A healthy body:  Can be maintained by eating a normal range of foods, normal portion sizes and eating them regularly (that is eating every 2 – 3 hours starting from the time you wake up, yes that is right 6 times a day!).  Exercise is important but needs to be realistic and consistent: 20 mins a day (ranging from walking around your office/school to vigorous sport) will have wonderful physical and emotional benefits.

Q4. What are the signs that parents and friends should look for? After all, most of us are pretty hard on ourselves.

Perfectionism, a personality trait (meaning a consistent ideal held by an individual) or a goal of perfection determined by some event or perceived benefit is one of the most significant  indicators of excessive expectations, thoughts and behaviours that might lead to poor self esteem, negative body image and/or disordered eating and exercise habits.

Ban the idea that we have to be a brand of perfect that is determined by someone or something else.  The perception that “what they think of us is more important than what we think of ourselves” is clearly destructive and problematic.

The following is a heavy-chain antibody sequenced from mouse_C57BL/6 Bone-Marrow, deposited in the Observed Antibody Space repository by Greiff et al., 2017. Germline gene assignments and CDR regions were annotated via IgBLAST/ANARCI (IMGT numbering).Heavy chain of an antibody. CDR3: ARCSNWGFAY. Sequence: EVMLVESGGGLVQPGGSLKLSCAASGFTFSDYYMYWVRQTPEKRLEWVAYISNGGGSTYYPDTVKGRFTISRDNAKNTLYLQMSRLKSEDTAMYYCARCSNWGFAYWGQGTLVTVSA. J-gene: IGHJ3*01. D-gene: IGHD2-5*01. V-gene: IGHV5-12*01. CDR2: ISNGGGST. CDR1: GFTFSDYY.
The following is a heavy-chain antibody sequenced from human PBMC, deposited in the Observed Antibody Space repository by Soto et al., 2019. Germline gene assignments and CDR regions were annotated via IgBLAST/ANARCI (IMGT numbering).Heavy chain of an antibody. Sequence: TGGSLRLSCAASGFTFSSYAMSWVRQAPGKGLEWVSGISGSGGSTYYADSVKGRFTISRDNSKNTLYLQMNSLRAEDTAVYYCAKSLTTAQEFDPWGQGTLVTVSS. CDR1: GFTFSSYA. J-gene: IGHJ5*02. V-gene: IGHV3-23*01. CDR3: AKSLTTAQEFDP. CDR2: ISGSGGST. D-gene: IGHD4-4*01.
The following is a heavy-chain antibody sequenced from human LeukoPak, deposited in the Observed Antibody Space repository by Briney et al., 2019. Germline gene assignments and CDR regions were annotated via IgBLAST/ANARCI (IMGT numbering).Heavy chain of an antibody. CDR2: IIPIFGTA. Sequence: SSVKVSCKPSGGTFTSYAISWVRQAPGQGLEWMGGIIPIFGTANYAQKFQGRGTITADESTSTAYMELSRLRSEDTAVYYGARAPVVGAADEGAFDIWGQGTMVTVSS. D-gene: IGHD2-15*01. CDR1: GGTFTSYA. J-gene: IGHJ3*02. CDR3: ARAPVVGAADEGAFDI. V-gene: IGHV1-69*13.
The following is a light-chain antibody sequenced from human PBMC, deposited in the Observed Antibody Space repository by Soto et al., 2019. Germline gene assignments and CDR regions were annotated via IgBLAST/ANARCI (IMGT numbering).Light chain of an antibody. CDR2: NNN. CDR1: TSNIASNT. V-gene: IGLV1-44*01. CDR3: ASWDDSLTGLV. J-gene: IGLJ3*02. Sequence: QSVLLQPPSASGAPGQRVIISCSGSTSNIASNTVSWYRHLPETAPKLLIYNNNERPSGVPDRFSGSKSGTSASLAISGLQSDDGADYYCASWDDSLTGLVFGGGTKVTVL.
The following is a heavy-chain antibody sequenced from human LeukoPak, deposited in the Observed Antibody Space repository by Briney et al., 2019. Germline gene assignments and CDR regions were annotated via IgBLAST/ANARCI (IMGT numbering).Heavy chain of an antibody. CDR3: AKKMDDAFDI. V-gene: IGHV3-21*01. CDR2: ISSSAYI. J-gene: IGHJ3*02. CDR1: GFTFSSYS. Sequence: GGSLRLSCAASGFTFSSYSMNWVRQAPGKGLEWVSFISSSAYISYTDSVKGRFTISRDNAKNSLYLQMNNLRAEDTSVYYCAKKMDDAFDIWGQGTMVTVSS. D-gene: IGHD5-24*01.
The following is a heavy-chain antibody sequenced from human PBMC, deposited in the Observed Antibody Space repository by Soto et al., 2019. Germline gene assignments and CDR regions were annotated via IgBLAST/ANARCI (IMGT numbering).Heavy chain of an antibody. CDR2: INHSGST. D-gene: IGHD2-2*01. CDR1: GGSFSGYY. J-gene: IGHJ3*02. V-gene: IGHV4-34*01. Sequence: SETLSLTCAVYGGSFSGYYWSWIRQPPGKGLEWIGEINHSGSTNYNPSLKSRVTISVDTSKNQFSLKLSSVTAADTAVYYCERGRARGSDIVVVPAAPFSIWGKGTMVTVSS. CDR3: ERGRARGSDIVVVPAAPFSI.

What others Think of Us is None of Our Business.

Teach your children that value is placed on what you do with your life rather than what you look like. When children feel good about themselves they are better equipped to resist negative pressures and handle conflict.

Q5. What should our daily mantra be to maintain a positive body image? And should women take a different approach to men?

Self Compassion is a great start.  Self compassion means relating to yourself in a compassionate way, regardless of what you don’t like about yourself.  It is about feeling, thinking and behaving towards yourself with love and care just the same as you would do for someone else you care for.  Practice acceptance of theirs and/or your personal failings, inadequacies and painful experiences.